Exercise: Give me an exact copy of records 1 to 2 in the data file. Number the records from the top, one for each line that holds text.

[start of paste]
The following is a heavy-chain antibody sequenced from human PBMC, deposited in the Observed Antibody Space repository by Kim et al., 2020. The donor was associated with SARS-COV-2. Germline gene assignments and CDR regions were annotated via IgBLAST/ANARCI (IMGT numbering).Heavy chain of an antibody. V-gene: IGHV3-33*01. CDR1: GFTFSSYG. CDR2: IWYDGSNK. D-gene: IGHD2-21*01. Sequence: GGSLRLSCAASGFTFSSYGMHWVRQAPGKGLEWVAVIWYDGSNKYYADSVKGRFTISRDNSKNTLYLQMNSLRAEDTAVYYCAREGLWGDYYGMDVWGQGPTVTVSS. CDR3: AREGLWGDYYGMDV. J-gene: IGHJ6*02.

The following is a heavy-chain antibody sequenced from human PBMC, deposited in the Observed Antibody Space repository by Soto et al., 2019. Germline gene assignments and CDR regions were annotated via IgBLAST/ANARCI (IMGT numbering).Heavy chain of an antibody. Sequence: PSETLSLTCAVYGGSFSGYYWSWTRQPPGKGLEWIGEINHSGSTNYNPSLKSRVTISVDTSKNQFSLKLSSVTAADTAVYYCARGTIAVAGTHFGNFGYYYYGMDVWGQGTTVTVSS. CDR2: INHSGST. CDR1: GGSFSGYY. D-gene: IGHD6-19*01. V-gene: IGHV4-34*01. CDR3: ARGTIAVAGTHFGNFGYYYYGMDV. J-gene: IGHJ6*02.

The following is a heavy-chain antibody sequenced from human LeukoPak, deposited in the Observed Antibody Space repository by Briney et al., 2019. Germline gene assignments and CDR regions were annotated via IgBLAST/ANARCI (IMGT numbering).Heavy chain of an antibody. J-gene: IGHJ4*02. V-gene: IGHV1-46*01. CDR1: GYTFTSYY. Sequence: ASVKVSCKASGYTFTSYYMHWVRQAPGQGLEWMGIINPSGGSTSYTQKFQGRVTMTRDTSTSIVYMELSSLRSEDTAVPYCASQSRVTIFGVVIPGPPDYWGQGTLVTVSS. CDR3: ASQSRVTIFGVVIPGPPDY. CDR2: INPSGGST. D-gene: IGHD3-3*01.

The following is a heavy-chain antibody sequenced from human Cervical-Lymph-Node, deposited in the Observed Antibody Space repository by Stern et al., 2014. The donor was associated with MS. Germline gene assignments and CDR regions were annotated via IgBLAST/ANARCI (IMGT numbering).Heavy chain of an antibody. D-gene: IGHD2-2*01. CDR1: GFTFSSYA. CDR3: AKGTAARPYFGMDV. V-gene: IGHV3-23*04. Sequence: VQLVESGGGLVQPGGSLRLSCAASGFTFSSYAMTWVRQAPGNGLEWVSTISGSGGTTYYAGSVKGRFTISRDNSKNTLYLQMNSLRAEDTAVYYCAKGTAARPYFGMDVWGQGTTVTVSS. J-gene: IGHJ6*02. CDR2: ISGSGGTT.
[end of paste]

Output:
The following is a heavy-chain antibody sequenced from human PBMC, deposited in the Observed Antibody Space repository by Kim et al., 2020. The donor was associated with SARS-COV-2. Germline gene assignments and CDR regions were annotated via IgBLAST/ANARCI (IMGT numbering).Heavy chain of an antibody. V-gene: IGHV3-33*01. CDR1: GFTFSSYG. CDR2: IWYDGSNK. D-gene: IGHD2-21*01. Sequence: GGSLRLSCAASGFTFSSYGMHWVRQAPGKGLEWVAVIWYDGSNKYYADSVKGRFTISRDNSKNTLYLQMNSLRAEDTAVYYCAREGLWGDYYGMDVWGQGPTVTVSS. CDR3: AREGLWGDYYGMDV. J-gene: IGHJ6*02.

The following is a heavy-chain antibody sequenced from human PBMC, deposited in the Observed Antibody Space repository by Soto et al., 2019. Germline gene assignments and CDR regions were annotated via IgBLAST/ANARCI (IMGT numbering).Heavy chain of an antibody. Sequence: PSETLSLTCAVYGGSFSGYYWSWTRQPPGKGLEWIGEINHSGSTNYNPSLKSRVTISVDTSKNQFSLKLSSVTAADTAVYYCARGTIAVAGTHFGNFGYYYYGMDVWGQGTTVTVSS. CDR2: INHSGST. CDR1: GGSFSGYY. D-gene: IGHD6-19*01. V-gene: IGHV4-34*01. CDR3: ARGTIAVAGTHFGNFGYYYYGMDV. J-gene: IGHJ6*02.